This is the nub of the situation. The retailer cannot indulge in distribution extravagances and survive because the price at which he sells is a competitive price. The most efficient retailer sets the price, and the retailer who indulges in extravagant merchandising must cover the cost of it out of his net profits.

  This is the reason why retailers' margins have changed so little over a considerable period of time. For nearly fifty years, the mark-up of the retail grocer has been around twenty-five per cent; that of the dry goods dealer around forty per cent; that of the clothier around fifty per cent; and that of the furniture dealer around 100 per cent. In recent years, as manufacturers have taken on more and more of the function of merchandising, retail margins have been contracting. This is most apparent in the grocery field, in which the retailer and wholesaler have steadily shrunk in relative importance to the manufacturer, with the result that margins on many items in the line of groceries yield the distributors less than the cost of doing business.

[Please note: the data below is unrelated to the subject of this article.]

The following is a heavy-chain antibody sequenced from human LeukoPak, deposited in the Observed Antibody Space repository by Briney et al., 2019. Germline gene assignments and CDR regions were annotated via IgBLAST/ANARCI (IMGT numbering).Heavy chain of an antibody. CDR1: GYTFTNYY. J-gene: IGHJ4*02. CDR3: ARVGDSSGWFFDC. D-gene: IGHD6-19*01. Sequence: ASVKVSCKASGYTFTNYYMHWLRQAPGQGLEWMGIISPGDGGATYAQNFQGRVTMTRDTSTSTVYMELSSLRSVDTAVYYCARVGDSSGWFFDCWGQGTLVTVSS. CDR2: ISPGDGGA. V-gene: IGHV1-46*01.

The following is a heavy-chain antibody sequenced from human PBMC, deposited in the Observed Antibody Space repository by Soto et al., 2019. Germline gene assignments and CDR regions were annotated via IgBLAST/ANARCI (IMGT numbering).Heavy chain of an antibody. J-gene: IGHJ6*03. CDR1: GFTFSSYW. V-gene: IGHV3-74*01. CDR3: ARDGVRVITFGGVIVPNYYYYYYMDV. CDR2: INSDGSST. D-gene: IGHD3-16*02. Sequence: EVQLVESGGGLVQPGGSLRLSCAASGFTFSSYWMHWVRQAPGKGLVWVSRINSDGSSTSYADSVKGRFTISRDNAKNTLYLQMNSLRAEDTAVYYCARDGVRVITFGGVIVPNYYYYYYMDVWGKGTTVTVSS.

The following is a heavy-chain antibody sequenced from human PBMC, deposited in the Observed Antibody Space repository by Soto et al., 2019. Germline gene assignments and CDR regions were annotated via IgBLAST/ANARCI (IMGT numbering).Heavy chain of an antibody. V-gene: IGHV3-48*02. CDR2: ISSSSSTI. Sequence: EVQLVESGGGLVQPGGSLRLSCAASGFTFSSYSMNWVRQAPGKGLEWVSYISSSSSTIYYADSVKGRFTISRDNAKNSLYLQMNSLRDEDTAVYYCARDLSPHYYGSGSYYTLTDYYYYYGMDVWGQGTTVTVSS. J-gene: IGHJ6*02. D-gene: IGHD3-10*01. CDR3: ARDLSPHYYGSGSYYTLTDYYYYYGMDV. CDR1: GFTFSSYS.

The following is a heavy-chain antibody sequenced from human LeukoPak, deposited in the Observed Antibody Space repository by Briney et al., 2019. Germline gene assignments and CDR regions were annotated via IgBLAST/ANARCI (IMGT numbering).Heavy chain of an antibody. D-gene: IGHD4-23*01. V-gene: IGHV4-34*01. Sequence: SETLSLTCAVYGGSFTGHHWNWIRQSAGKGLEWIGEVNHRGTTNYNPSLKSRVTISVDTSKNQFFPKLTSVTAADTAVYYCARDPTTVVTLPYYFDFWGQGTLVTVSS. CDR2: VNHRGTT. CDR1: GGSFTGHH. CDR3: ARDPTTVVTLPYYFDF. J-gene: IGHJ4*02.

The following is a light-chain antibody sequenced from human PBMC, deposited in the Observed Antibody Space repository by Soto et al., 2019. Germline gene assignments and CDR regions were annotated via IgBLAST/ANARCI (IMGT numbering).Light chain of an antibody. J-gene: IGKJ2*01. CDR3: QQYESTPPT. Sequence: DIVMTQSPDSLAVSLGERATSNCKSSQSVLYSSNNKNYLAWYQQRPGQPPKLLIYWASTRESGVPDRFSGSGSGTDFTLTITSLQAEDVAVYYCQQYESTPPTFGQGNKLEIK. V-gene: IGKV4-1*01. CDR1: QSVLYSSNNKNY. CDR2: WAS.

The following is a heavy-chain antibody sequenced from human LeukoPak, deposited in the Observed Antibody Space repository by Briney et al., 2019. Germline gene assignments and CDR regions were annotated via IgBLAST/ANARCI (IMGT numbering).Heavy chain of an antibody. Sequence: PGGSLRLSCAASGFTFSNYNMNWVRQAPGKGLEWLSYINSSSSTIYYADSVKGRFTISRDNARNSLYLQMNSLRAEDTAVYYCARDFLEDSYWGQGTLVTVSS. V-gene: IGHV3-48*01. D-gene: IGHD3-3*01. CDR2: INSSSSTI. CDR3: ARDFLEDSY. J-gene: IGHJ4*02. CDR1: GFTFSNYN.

Just as competition regulates retail and wholesale margins, it should regulate manufacturing margins. Just as it prevents extravagant merchandising among the distributors of the nation, it should prevent extravagant marketing among the manufacturers of the nation. Just as it checks undue transportation by retailers and wholesalers, it should check unnecessary transportation by manufacturers.